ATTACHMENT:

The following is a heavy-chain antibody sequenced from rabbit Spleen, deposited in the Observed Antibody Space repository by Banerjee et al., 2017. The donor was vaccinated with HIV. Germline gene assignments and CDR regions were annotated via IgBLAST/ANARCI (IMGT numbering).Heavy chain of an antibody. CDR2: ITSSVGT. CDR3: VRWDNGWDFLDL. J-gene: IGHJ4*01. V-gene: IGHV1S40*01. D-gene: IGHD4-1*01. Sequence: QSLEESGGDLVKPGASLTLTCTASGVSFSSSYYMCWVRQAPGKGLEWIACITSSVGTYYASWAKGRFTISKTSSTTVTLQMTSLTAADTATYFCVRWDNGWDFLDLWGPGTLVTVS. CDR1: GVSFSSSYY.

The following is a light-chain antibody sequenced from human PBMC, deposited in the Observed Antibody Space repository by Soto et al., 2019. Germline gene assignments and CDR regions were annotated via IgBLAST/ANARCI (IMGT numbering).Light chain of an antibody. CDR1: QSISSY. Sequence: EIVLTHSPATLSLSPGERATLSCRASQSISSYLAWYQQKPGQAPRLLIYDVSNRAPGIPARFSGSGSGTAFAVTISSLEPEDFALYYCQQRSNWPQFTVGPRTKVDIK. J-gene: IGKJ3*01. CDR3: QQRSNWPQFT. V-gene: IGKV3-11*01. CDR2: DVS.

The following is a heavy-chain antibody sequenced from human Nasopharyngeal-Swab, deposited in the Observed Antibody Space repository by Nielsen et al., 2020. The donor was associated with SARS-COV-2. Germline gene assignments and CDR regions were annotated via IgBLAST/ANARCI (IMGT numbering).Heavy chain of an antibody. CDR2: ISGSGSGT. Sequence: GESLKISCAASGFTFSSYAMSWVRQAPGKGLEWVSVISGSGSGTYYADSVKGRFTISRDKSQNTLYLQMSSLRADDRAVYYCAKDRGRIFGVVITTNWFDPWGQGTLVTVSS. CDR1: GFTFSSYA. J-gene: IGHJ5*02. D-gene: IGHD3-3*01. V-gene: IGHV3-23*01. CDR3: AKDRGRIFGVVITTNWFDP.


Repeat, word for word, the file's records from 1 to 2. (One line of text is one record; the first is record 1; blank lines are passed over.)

The following is a heavy-chain antibody sequenced from rabbit Spleen, deposited in the Observed Antibody Space repository by Banerjee et al., 2017. The donor was vaccinated with HIV. Germline gene assignments and CDR regions were annotated via IgBLAST/ANARCI (IMGT numbering).Heavy chain of an antibody. CDR2: ITSSVGT. CDR3: VRWDNGWDFLDL. J-gene: IGHJ4*01. V-gene: IGHV1S40*01. D-gene: IGHD4-1*01. Sequence: QSLEESGGDLVKPGASLTLTCTASGVSFSSSYYMCWVRQAPGKGLEWIACITSSVGTYYASWAKGRFTISKTSSTTVTLQMTSLTAADTATYFCVRWDNGWDFLDLWGPGTLVTVS. CDR1: GVSFSSSYY.

The following is a light-chain antibody sequenced from human PBMC, deposited in the Observed Antibody Space repository by Soto et al., 2019. Germline gene assignments and CDR regions were annotated via IgBLAST/ANARCI (IMGT numbering).Light chain of an antibody. CDR1: QSISSY. Sequence: EIVLTHSPATLSLSPGERATLSCRASQSISSYLAWYQQKPGQAPRLLIYDVSNRAPGIPARFSGSGSGTAFAVTISSLEPEDFALYYCQQRSNWPQFTVGPRTKVDIK. J-gene: IGKJ3*01. CDR3: QQRSNWPQFT. V-gene: IGKV3-11*01. CDR2: DVS.